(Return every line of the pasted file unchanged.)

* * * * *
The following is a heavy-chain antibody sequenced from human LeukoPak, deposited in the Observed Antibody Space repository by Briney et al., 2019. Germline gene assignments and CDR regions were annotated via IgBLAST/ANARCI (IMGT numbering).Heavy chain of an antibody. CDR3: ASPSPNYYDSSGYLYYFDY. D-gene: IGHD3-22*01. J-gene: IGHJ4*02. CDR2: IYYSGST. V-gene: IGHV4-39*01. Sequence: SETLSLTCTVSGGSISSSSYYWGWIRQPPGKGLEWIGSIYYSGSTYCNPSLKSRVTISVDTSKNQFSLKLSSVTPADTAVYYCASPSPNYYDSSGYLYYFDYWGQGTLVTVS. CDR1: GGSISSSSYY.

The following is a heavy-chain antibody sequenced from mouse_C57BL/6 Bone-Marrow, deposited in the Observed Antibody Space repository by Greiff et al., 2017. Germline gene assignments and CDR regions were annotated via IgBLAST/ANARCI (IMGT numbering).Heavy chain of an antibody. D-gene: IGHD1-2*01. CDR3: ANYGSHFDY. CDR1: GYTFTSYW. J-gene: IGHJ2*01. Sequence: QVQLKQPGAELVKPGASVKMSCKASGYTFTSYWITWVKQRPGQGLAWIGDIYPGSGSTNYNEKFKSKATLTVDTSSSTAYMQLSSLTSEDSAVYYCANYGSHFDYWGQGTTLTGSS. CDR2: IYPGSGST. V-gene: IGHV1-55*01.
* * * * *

The following is a heavy-chain antibody sequenced from human LeukoPak, deposited in the Observed Antibody Space repository by Briney et al., 2019. Germline gene assignments and CDR regions were annotated via IgBLAST/ANARCI (IMGT numbering).Heavy chain of an antibody. CDR3: ASPSPNYYDSSGYLYYFDY. D-gene: IGHD3-22*01. J-gene: IGHJ4*02. CDR2: IYYSGST. V-gene: IGHV4-39*01. Sequence: SETLSLTCTVSGGSISSSSYYWGWIRQPPGKGLEWIGSIYYSGSTYCNPSLKSRVTISVDTSKNQFSLKLSSVTPADTAVYYCASPSPNYYDSSGYLYYFDYWGQGTLVTVS. CDR1: GGSISSSSYY.

The following is a heavy-chain antibody sequenced from mouse_C57BL/6 Bone-Marrow, deposited in the Observed Antibody Space repository by Greiff et al., 2017. Germline gene assignments and CDR regions were annotated via IgBLAST/ANARCI (IMGT numbering).Heavy chain of an antibody. D-gene: IGHD1-2*01. CDR3: ANYGSHFDY. CDR1: GYTFTSYW. J-gene: IGHJ2*01. Sequence: QVQLKQPGAELVKPGASVKMSCKASGYTFTSYWITWVKQRPGQGLAWIGDIYPGSGSTNYNEKFKSKATLTVDTSSSTAYMQLSSLTSEDSAVYYCANYGSHFDYWGQGTTLTGSS. CDR2: IYPGSGST. V-gene: IGHV1-55*01.